Special section in LA fest for Filipino films | Inquirer Entertainment

Special section in LA fest for Filipino films

Full-length Filipino features, shorts and docus highlighted in 30-year-old cinema event
/ 12:01 AM April 21, 2014

JOEL Torre in “Kabisera”

Five full-length feature films from the Philippines, products of the Cinemalaya and Cinema One fests, have earned raves on the website of the Los Angeles Asian Pacific Film Festival.

Now on its 30th year, the LA fest will screen the five Filipino films in a special section dubbed New Face of Philippine Cinema, from May 1 to 11. The Cinemalaya films are Mikhail Red’s “Rekorder” and Alvin Yapan’s “Debosyon”; from Cinema One are Borgy Torre’s “Kabisera,” Mike Livelo’s “Blue Bustamante” and Siege Ledesma’s “Shift”


The site describes Red’s “Rekorder” as a “psychological noir film for the new millennium… a feature-length ‘selfie’ for the audience… satisfying and gripping.”

All praise



It lauds Red for “utilizing various formats (camcorder, closed circuit TV, cell phone, etc.) to capture how desensitized society has become.” “Rekorder” tells the story of a movie pirate who becomes an unwilling witness to a crime.

MARA Lopez in “Debosyon”

The site has nothing but praise for the cast of Torre’s “Kabisera”—hailing lead star Joel Torre’s performance as “compelling”; Art Acuña’s as “searing”; and Bing Pimentel’s as “strong and beautiful.”

It cites “Kabisera,” about a small-town fishpond owner who becomes a shabu pusher: “Harrowing and arresting. Fans of noir classics like ‘Touch of Evil’ or television series like ‘Breaking Bad’ or ‘The Wire’ will enjoy [this movie].”

According to the website, Livelo’s “Blue Bustamante” “takes a downer of a subject and lovingly mashes it up with a tribute to 1980s Japanese sentai programs.”

“Blue Bustamante,” which follows the travails of an Overseas Filipino Worker (OFW) who gets cast as a superhero in a Japanese TV show, is summed up as “youthful but complex, joyful but bittersweet, and imperfect yet satisfying.” Said the site: “The low production value of this indie flick is refreshing compared to the glossy, but soulless CG that passes for children’s entertainment these days.”

FELIX Roco and Yeng Constantino in “Shift”




Yapan’s “Debosyon” is hailed as “beguiling and cryptic.” “Debosyon” focuses on an orchid vendor who falls for a mysterious maiden who lives at the foot of Mayon Volcano. The site remarks: “[‘Debosyon’] is lush with forest greenery and is a symphony of nature sounds. The [maiden’s] world is as captivating to the audience as it is to the [vendor].”

Ledesma’s “Shift” earned points for featuring the Business Process Outsourcing (BPO) industry—specifically, two quirky call center agents, a tomboyish newbie who has a crush on her gay supervisor. The site describes the film’s protagonists as “two kindred spirits in the middle of an exploitative working environment… [their] loving bond protects them from the stress, competitiveness and also the monotony of the call center.”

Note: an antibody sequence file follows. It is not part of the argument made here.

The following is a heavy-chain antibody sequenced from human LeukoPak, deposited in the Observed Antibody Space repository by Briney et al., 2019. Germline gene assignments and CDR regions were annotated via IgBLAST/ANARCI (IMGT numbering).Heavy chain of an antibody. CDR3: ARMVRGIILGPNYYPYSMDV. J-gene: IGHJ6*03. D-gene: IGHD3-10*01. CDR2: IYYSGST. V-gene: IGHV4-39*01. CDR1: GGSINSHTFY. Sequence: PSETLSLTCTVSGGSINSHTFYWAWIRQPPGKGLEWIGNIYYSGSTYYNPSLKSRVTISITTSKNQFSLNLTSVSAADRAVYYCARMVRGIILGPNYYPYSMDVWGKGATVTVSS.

Also in the lineup are three Filipino-themed documentaries: Joel Quizon’s “The Cotabato Sessions,” Esy Casey’s “Jeepney” and Marissa Aroy’s “Delano Manongs: Forgotten Heroes of the United Farm Workers Movement.”

RONNIE Quizon (center) in “Rekorder”

Quizon’s “The Cotabato Sessions” trains the spotlight on the Kalanduyan family of Mindanao, practitioners of the kulintang, an indigenous form of music. The site praises the film as “a uniquely intimate kind of long-form documentary… a poetic, celebratory work.”

Casey’s “Jeepney” waxes sentimental about this working-class mode of transport. According to the site, the docu “captures the complexity of the situation through articulate and revealing interviews… beautifully shot with vivid colors and textures… celebrates the people’s undying will to express themselves.”

Aroy’s “Delano Manongs” seeks to highlight the contributions of Filipino farm workers to the 1965 Great Grape Pickers’ Strike in California, which resulted in labor reforms. This docu rectifies the marginalization of Filipinos in union history and offers “a you-are-there aesthetic [that’s] palpable yet intimate.”

Likewise in the LA lineup are four Filipino short films: Timothy Mendoza’s “Mikoy,” Arnold Arre’s “Milkyboy,” Dennis Empalmado’s “Hindi Tao, Hindi Hayop” and John Paul Su’s “Pagpag.”

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